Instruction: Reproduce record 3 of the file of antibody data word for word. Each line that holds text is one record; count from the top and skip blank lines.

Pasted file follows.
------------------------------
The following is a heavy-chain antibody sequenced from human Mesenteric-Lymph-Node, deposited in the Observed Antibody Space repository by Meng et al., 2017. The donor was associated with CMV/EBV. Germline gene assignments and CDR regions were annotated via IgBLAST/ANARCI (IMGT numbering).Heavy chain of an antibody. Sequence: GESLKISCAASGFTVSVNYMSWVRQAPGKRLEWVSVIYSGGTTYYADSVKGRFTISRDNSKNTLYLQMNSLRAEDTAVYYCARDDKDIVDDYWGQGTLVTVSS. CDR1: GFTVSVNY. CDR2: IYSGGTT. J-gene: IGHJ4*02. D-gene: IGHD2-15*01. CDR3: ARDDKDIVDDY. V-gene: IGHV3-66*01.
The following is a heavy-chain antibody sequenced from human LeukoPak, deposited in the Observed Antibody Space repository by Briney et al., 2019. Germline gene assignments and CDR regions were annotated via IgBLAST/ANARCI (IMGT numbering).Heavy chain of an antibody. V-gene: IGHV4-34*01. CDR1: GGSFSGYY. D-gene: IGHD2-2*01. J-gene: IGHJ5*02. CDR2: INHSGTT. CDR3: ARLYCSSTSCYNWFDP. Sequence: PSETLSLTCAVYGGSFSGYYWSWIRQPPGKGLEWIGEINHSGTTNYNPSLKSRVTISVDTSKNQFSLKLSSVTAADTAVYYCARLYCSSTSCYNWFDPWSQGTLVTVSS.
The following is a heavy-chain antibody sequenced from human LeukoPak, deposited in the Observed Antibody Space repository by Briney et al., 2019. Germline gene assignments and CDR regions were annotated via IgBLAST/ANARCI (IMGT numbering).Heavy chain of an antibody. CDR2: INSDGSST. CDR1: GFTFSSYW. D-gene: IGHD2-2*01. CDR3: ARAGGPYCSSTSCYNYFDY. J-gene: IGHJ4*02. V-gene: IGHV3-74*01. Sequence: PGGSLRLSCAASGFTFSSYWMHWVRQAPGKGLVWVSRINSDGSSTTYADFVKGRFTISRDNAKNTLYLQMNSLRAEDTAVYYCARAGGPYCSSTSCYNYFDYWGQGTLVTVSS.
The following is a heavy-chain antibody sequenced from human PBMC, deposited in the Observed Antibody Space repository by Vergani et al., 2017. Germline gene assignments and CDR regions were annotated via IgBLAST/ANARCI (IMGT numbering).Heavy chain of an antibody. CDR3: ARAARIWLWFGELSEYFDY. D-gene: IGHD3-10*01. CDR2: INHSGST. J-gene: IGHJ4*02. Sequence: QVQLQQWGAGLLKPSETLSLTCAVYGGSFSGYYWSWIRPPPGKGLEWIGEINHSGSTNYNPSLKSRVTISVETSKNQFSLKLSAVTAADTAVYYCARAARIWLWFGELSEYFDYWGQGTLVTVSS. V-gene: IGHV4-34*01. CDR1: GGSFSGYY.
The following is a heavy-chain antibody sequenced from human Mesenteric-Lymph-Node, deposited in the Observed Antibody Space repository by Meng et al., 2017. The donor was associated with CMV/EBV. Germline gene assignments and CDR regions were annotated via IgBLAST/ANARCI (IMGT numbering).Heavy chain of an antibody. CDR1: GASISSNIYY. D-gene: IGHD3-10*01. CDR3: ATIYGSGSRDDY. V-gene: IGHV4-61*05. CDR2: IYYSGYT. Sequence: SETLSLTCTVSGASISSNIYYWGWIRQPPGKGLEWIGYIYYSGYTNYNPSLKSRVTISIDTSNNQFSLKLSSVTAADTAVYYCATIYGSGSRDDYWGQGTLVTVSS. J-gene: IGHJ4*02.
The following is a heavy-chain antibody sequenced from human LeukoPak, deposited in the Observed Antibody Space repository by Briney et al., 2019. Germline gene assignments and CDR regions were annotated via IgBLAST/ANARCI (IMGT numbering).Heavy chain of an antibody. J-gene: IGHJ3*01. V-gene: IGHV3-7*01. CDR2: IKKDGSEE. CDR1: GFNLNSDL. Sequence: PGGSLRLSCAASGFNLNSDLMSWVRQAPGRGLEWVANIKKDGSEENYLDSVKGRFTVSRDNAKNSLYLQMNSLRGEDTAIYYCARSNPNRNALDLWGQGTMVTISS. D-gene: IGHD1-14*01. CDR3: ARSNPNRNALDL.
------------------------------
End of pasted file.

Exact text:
The following is a heavy-chain antibody sequenced from human LeukoPak, deposited in the Observed Antibody Space repository by Briney et al., 2019. Germline gene assignments and CDR regions were annotated via IgBLAST/ANARCI (IMGT numbering).Heavy chain of an antibody. CDR2: INSDGSST. CDR1: GFTFSSYW. D-gene: IGHD2-2*01. CDR3: ARAGGPYCSSTSCYNYFDY. J-gene: IGHJ4*02. V-gene: IGHV3-74*01. Sequence: PGGSLRLSCAASGFTFSSYWMHWVRQAPGKGLVWVSRINSDGSSTTYADFVKGRFTISRDNAKNTLYLQMNSLRAEDTAVYYCARAGGPYCSSTSCYNYFDYWGQGTLVTVSS.